Martha rolled her eyes and laughed. Lilac heard her, and stormed into the kitchen. She saw a bowl of broth and a bowl of lentils. Affected by her sister’s laughter, she threw the lentils onto the floor and dropped the bowl on the floor. With another spin of her heal, she tossed her brown hair and marched to her own room. Martha sighed and called for Theodore to help her pick up the beans.
“Oh, Teddy, boy, I seem to have lost my beans!”
“Your beans or your marbles, Marth?”
“Theodore Young! Why you-“
But before she could finish he had planted a kiss on her pink lips and lifted the bowl into her arms.
“Teddy!” she chuckled.
Lilac, as furious as ever, had heard her sister once again. The nail in the fists she had made left deep impressions on her palms. Without a word of farewell, Auntie Lily was out the door and not to be seen for many joyful years. Outside the pearly stone walls, Lilac marched in her dress, for she dressed up for the least of occasions, through the streets of London.
Now, Lilac, though cold and black-hearted on the inside, was even fairer of face and charm than her elder. Though Lilac did not have the golden waves of Martha, her hair was as deep chocolate-colored as her liquid eyes. Lilac walked with precision, chin up, and a staid demeanor. With her white gown and proud face, on-lookers thought she might have been royalty. Years of jealousy had caused her to try and be straighter, taller, and more accomplished than Martha, than everyone. Lips pinched and eyes challenging anyone who dared try and better her, Lilac strode on to her unknown destination.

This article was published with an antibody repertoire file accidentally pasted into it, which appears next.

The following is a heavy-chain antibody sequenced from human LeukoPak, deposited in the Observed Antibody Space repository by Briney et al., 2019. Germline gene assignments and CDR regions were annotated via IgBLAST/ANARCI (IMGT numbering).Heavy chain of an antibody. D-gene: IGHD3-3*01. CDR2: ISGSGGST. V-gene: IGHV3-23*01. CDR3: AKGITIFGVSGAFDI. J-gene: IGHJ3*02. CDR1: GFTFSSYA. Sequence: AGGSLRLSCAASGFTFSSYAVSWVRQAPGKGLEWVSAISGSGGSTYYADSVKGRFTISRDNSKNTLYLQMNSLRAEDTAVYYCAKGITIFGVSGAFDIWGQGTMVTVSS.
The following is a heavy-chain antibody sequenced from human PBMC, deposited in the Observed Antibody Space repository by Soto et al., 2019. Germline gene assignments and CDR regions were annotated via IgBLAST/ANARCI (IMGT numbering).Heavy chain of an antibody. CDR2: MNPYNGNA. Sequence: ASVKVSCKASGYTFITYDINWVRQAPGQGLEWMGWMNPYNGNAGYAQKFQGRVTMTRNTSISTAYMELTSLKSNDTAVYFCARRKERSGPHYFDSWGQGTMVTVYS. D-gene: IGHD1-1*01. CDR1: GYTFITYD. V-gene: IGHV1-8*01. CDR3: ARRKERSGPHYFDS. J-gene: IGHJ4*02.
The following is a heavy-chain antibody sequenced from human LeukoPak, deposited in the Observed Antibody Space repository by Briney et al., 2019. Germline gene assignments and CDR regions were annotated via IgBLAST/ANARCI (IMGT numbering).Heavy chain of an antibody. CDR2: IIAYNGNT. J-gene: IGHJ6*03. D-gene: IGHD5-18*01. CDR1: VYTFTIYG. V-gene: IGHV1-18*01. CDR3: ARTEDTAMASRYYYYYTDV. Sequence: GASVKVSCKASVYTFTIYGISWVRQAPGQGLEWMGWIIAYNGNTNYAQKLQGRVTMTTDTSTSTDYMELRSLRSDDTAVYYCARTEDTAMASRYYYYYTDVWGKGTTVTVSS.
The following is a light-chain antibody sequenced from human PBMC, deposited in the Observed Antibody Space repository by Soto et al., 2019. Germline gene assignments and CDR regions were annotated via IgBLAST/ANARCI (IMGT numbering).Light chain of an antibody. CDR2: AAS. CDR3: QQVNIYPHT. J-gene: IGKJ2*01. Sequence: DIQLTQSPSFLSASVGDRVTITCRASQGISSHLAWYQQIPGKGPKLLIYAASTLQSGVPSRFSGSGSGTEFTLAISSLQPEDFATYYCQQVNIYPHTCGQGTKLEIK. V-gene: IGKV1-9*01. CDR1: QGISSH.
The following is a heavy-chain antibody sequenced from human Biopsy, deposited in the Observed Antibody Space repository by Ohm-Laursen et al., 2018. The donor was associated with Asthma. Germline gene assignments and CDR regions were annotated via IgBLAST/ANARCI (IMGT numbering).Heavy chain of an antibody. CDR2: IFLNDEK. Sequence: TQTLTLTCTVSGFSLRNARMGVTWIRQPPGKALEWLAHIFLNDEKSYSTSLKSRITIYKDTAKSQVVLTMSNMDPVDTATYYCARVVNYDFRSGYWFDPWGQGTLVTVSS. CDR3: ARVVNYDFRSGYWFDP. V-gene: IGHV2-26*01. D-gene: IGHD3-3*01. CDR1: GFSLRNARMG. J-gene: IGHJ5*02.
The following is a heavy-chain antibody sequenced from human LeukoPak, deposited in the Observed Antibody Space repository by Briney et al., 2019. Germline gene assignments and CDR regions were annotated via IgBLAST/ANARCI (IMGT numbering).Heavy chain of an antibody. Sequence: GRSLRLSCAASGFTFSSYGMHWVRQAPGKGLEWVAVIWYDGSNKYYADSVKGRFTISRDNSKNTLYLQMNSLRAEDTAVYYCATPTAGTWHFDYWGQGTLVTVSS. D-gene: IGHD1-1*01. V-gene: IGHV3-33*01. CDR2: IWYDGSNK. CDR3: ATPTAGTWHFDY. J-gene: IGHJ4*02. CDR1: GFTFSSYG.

Away from here. Away from that ungrateful, childish brat and her mother and father. This is what her anger told her. And although she thought it must be, not in conscious mind but in her black heart, laughter and merriment and love were not against the law, or wrong in any way.